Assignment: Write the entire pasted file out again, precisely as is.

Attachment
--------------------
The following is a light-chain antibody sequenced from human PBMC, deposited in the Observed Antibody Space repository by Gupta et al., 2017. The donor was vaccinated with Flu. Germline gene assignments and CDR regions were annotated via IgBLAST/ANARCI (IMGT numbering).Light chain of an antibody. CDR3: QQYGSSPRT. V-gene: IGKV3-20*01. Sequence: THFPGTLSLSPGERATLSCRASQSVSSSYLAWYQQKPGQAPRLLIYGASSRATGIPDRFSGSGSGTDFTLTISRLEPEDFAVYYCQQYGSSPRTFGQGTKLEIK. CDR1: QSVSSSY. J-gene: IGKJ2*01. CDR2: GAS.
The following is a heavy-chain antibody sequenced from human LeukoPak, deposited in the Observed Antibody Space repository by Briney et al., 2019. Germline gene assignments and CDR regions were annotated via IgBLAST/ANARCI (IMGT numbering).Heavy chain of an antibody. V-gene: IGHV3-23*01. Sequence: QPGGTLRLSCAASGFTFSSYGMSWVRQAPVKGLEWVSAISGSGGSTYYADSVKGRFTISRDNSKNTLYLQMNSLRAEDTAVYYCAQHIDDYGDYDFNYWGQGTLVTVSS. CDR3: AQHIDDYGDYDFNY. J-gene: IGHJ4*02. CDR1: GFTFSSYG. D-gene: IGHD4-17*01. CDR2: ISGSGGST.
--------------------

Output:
The following is a light-chain antibody sequenced from human PBMC, deposited in the Observed Antibody Space repository by Gupta et al., 2017. The donor was vaccinated with Flu. Germline gene assignments and CDR regions were annotated via IgBLAST/ANARCI (IMGT numbering).Light chain of an antibody. CDR3: QQYGSSPRT. V-gene: IGKV3-20*01. Sequence: THFPGTLSLSPGERATLSCRASQSVSSSYLAWYQQKPGQAPRLLIYGASSRATGIPDRFSGSGSGTDFTLTISRLEPEDFAVYYCQQYGSSPRTFGQGTKLEIK. CDR1: QSVSSSY. J-gene: IGKJ2*01. CDR2: GAS.
The following is a heavy-chain antibody sequenced from human LeukoPak, deposited in the Observed Antibody Space repository by Briney et al., 2019. Germline gene assignments and CDR regions were annotated via IgBLAST/ANARCI (IMGT numbering).Heavy chain of an antibody. V-gene: IGHV3-23*01. Sequence: QPGGTLRLSCAASGFTFSSYGMSWVRQAPVKGLEWVSAISGSGGSTYYADSVKGRFTISRDNSKNTLYLQMNSLRAEDTAVYYCAQHIDDYGDYDFNYWGQGTLVTVSS. CDR3: AQHIDDYGDYDFNY. J-gene: IGHJ4*02. CDR1: GFTFSSYG. D-gene: IGHD4-17*01. CDR2: ISGSGGST.